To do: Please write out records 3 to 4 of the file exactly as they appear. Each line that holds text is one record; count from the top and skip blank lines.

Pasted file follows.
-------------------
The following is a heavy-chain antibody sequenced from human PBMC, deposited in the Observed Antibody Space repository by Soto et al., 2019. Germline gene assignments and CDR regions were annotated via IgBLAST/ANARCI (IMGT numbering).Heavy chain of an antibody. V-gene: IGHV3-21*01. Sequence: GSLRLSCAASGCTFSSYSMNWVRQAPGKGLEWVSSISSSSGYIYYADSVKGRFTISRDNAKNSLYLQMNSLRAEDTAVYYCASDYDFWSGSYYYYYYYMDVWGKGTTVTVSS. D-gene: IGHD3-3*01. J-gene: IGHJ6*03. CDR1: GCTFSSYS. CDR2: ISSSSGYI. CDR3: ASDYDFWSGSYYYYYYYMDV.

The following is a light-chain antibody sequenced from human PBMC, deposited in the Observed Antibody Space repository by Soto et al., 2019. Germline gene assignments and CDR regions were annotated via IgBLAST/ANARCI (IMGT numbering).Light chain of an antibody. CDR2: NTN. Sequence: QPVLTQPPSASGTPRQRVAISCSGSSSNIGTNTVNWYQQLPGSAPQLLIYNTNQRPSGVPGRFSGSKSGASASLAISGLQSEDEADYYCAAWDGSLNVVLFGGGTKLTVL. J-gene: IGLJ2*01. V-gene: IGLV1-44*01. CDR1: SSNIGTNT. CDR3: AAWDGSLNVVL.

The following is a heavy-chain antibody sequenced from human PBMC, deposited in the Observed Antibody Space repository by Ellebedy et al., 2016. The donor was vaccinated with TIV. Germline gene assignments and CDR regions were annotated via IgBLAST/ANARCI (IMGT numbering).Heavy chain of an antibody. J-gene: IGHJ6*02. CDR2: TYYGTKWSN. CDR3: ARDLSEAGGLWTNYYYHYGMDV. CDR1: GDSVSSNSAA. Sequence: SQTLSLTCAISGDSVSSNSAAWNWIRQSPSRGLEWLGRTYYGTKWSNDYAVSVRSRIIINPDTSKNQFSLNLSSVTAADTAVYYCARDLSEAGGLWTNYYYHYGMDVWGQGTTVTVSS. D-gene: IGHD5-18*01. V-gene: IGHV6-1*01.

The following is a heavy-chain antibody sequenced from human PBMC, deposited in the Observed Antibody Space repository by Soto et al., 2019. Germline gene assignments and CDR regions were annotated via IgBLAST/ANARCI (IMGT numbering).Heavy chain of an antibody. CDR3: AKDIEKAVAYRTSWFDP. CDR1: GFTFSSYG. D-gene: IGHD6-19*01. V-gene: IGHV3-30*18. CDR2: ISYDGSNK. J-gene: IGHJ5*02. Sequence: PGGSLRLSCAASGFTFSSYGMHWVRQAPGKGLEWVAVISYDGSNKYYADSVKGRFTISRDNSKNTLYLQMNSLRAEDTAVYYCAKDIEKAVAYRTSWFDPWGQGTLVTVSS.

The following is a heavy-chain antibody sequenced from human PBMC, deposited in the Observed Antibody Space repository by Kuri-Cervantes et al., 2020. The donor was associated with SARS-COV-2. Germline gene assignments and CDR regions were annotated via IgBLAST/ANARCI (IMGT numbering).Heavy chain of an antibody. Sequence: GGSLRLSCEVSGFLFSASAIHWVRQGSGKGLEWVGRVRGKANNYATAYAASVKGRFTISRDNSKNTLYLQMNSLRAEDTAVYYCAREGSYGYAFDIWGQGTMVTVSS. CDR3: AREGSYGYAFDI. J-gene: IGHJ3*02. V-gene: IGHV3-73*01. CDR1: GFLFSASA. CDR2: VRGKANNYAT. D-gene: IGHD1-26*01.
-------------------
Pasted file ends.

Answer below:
The following is a heavy-chain antibody sequenced from human PBMC, deposited in the Observed Antibody Space repository by Ellebedy et al., 2016. The donor was vaccinated with TIV. Germline gene assignments and CDR regions were annotated via IgBLAST/ANARCI (IMGT numbering).Heavy chain of an antibody. J-gene: IGHJ6*02. CDR2: TYYGTKWSN. CDR3: ARDLSEAGGLWTNYYYHYGMDV. CDR1: GDSVSSNSAA. Sequence: SQTLSLTCAISGDSVSSNSAAWNWIRQSPSRGLEWLGRTYYGTKWSNDYAVSVRSRIIINPDTSKNQFSLNLSSVTAADTAVYYCARDLSEAGGLWTNYYYHYGMDVWGQGTTVTVSS. D-gene: IGHD5-18*01. V-gene: IGHV6-1*01.

The following is a heavy-chain antibody sequenced from human PBMC, deposited in the Observed Antibody Space repository by Soto et al., 2019. Germline gene assignments and CDR regions were annotated via IgBLAST/ANARCI (IMGT numbering).Heavy chain of an antibody. CDR3: AKDIEKAVAYRTSWFDP. CDR1: GFTFSSYG. D-gene: IGHD6-19*01. V-gene: IGHV3-30*18. CDR2: ISYDGSNK. J-gene: IGHJ5*02. Sequence: PGGSLRLSCAASGFTFSSYGMHWVRQAPGKGLEWVAVISYDGSNKYYADSVKGRFTISRDNSKNTLYLQMNSLRAEDTAVYYCAKDIEKAVAYRTSWFDPWGQGTLVTVSS.